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Offshore Voluntary Disclosure Program Reopens

Advisory | January 11, 2012

The Internal Revenue Service recently reopened its Offshore Voluntary Disclosure Program (OVDP) in order to help people who have been hiding offshore accounts, or have become aware of their interests in and obligations with respect to such accounts, become current with their taxes.

The IRS reopened the OVDP following continued strong interest from taxpayers and tax practitioners after the closure of the 2011 and 2009 programs. The third offshore program comes as the IRS continues working on a wide range of international tax issues, and follows ongoing efforts with the Justice Department to pursue criminal prosecution of international tax evasion. This program will be open for an indefinite period until otherwise announced.

The program is similar to the 2011 program in many ways, but with a few key differences. Unlike last year, there is no set deadline for people to apply. However, the terms of the program could change at any time going forward. For example, the IRS could increase penalties in the program for all or some taxpayers or defined classes of taxpayers, or decide to end the program entirely at any point.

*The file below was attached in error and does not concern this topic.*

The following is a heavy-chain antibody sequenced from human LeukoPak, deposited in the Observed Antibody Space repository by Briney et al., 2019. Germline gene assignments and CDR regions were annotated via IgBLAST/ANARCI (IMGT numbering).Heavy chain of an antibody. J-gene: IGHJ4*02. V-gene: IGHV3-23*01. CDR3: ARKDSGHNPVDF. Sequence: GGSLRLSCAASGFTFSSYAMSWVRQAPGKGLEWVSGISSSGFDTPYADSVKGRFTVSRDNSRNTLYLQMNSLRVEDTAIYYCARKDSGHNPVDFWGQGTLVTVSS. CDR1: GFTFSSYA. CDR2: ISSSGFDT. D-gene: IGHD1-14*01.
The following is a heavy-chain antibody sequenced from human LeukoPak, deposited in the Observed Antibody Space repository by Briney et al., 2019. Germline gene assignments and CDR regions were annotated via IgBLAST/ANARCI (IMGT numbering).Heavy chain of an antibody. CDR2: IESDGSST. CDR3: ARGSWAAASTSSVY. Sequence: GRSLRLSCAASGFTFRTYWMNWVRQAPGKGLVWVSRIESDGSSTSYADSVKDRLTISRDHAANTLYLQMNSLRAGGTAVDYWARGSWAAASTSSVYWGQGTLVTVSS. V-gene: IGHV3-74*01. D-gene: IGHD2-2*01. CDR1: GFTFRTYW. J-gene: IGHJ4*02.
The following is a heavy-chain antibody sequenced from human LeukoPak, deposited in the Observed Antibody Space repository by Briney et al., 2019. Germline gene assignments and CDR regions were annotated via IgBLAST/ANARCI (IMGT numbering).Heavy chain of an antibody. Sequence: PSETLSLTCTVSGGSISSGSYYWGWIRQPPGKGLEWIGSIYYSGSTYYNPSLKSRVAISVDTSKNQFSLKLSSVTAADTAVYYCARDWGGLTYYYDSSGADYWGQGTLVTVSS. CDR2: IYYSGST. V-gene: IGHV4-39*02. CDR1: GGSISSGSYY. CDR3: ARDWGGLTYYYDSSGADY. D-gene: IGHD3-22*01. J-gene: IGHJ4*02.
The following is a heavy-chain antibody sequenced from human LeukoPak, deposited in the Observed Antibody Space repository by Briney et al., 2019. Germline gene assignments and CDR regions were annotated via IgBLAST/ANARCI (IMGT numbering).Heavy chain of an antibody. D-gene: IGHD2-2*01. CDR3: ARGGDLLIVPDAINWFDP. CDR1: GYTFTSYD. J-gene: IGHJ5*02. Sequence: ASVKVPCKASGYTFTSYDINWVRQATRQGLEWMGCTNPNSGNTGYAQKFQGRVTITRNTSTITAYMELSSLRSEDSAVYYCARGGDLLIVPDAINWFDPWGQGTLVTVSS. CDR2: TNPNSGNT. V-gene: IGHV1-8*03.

The overall penalty structure for the new program is the same as it was for 2011, except for taxpayers in the highest penalty category. For the new program, the penalty framework requires individuals to pay a penalty of 27.5 percent of the highest aggregate balance in foreign bank accounts/entities or value of foreign assets during the eight full tax years prior to the disclosure. This number has increased from 25 percent in the 2011 program. Some taxpayers will be eligible for reduced 5 or 12.5 percent penalties under the same criteria of the 2011 program.

Participants must file all original and amended tax returns and include payment for back-taxes and interest for up to eight years in addition to paying accuracy-related and/or delinquency penalties.

As under the prior programs, taxpayers who feel that the penalty is disproportionate may opt instead to be examined.

The IRS will release more details in the next month. We will continue to advise on developments regarding the new program.

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